Hmannan Maha Yazawindawgyi is the first official chronicle of Konbaung Dynasty of Burma (Myanmar). It was compiled by the Royal Historical Commission between 1829 and 1832. The compilation was based on several existing chronicles and local histories, and the inscriptions collected on the orders of King Bodawpaya, as well as several types of poetry describing epics of kings. Although the compilers disputed some of the earlier accounts, they by and large retained the accounts given Maha Yazawin, the standard chronicle of Toungoo Dynasty.
It remains one of the lesser known chronicles today.
The chronicle is sometimes reported as Myanma Yazawin Thit, lit. the "New Chronicle of Myanmar". However, Thaw Kaung, the former Chief Librarian of the Universities Central Library in Yangon, writes that the original name found in the two extant original manuscripts stored at the Central Library is Maha Yazawin Thit, and that the name "Myanmar" was inserted in the title in 1968 by the publisher of that edition. Thaw Kaung adds that the 1968 copy was picked up by international scholars who subsequently reported the chronicle under the name of Myanma Yazawin Thit.The name Myanma Yazawin Thit continues to be used in English language works.
Sithu Thaw Kaung is a Burmese university librarian, historian and leading authority in Asian library studies. He specializes in the preservation and archival of traditional documents, including palm leaf manuscripts.
Yangon, formerly known as Rangoon, is the capital of the Yangon Region and commercial capital of Myanmar. Yangon served as the administrative capital of Myanmar until 2006, when the military government relocated the administrative functions to the purpose-built city of Naypyidaw [nèpjìdɔ̀] in central Myanmar. With over 7 million people, Yangon is Myanmar's largest city and its most important commercial centre.
The chronicle has its beginnings in a seemingly unrelated royal project. On 24 July 1783, King Bodawpaya issued a royal decree to: (1) collect stone inscriptions from all important monasteries and pagodas around the kingdom, (2) study them to demarcate religious glebe lands from taxable lands, and (3) recast the inscriptions if necessary. He put Twinthin Taikwun Maha Sithu, his former tutor and chief interior minister, and Thetpan Atwinwun Yaza Bala Kyawhtin, another senior minister, in charge of the effort. The two ministers moved hundreds of inscriptions to then capital Amarapura, and began to study them.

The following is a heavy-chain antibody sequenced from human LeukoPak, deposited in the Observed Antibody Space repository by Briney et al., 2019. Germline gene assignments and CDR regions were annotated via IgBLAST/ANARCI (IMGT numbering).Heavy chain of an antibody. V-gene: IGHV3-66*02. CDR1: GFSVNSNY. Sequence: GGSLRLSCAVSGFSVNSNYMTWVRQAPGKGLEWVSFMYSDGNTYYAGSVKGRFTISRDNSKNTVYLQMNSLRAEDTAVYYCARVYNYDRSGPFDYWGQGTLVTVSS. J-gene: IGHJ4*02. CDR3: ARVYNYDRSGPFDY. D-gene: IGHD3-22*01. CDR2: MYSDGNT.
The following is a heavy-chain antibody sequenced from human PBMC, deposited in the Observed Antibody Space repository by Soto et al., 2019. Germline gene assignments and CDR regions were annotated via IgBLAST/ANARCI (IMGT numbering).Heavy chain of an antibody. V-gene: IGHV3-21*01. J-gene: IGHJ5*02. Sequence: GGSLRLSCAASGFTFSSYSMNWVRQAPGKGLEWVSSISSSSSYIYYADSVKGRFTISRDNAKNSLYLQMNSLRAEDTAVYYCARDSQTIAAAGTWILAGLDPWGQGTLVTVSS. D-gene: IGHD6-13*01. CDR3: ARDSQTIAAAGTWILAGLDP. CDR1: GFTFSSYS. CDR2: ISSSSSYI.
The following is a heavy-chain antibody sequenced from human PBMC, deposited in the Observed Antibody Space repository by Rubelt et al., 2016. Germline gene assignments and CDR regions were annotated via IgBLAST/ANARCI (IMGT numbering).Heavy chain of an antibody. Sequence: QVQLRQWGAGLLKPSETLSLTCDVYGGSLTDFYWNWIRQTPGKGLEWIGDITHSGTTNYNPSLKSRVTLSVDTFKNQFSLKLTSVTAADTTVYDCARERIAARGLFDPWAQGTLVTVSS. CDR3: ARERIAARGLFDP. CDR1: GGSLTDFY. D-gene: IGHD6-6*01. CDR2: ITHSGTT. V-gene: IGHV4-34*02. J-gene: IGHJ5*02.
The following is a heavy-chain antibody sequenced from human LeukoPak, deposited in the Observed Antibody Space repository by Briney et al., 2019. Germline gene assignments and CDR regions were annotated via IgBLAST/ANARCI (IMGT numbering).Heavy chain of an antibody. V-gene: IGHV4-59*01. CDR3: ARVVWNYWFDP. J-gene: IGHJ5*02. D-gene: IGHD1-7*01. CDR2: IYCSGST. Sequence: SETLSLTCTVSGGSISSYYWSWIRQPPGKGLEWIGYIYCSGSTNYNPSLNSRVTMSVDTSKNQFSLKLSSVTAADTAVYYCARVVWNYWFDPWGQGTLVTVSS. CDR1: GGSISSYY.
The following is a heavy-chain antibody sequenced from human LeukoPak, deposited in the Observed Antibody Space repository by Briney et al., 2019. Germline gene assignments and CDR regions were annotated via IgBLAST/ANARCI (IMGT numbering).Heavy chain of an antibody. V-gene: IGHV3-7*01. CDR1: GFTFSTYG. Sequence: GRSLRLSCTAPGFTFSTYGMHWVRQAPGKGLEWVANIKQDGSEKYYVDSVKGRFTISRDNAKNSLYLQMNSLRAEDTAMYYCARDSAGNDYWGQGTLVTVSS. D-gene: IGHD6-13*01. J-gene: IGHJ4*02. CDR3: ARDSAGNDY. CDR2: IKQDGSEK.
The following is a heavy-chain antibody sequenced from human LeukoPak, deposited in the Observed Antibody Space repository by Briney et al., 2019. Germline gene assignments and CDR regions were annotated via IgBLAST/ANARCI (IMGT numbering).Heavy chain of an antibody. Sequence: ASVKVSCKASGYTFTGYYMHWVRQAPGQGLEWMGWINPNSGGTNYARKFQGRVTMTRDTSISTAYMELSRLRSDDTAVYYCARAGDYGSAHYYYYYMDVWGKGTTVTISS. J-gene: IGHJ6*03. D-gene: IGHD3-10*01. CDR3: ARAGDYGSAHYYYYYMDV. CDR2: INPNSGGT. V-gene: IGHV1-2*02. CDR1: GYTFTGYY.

Bodawpaya was the sixth king of the Konbaung Dynasty of Burma. Born Maung Shwe Waing and later Badon Min, he was the fourth son of Alaungpaya, founder of the dynasty and the Third Burmese Empire. He was proclaimed king after deposing his nephew Phaungkaza Maung Maung, son of his oldest brother Naungdawgyi, at Ava. Bodawpaya moved the royal capital back to Amarapura in 1782. He was titled Hsinbyumyashin, although he became known to posterity as Bodawpaya in relation to his successor, his grandson Bagyidaw, who in turn was given this name in relation to his nephew Mindon Min. He fathered 62 sons and 58 daughters by about 200 consorts.
Glebe is an area of land within an ecclesiastical parish used to support a parish priest. The land may be owned by the church, or its profits may be reserved to the church.